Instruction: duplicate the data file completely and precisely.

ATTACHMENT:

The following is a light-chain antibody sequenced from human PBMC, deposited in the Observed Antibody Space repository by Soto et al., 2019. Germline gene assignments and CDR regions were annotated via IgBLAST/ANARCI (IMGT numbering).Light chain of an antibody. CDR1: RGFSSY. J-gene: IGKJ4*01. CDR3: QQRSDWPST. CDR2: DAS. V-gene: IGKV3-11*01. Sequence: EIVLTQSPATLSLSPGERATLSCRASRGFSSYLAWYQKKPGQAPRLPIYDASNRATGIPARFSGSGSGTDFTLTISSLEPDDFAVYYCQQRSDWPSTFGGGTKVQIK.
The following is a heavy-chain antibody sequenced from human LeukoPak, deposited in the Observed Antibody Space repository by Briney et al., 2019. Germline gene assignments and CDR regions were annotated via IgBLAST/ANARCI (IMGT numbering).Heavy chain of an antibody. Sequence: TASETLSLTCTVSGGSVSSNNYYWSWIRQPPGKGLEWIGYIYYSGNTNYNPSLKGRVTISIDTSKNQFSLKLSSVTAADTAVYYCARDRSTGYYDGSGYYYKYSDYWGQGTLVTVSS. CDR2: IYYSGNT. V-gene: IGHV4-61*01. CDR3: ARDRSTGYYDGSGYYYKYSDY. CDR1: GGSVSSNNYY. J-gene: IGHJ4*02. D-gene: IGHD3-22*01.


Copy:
The following is a light-chain antibody sequenced from human PBMC, deposited in the Observed Antibody Space repository by Soto et al., 2019. Germline gene assignments and CDR regions were annotated via IgBLAST/ANARCI (IMGT numbering).Light chain of an antibody. CDR1: RGFSSY. J-gene: IGKJ4*01. CDR3: QQRSDWPST. CDR2: DAS. V-gene: IGKV3-11*01. Sequence: EIVLTQSPATLSLSPGERATLSCRASRGFSSYLAWYQKKPGQAPRLPIYDASNRATGIPARFSGSGSGTDFTLTISSLEPDDFAVYYCQQRSDWPSTFGGGTKVQIK.
The following is a heavy-chain antibody sequenced from human LeukoPak, deposited in the Observed Antibody Space repository by Briney et al., 2019. Germline gene assignments and CDR regions were annotated via IgBLAST/ANARCI (IMGT numbering).Heavy chain of an antibody. Sequence: TASETLSLTCTVSGGSVSSNNYYWSWIRQPPGKGLEWIGYIYYSGNTNYNPSLKGRVTISIDTSKNQFSLKLSSVTAADTAVYYCARDRSTGYYDGSGYYYKYSDYWGQGTLVTVSS. CDR2: IYYSGNT. V-gene: IGHV4-61*01. CDR3: ARDRSTGYYDGSGYYYKYSDY. CDR1: GGSVSSNNYY. J-gene: IGHJ4*02. D-gene: IGHD3-22*01.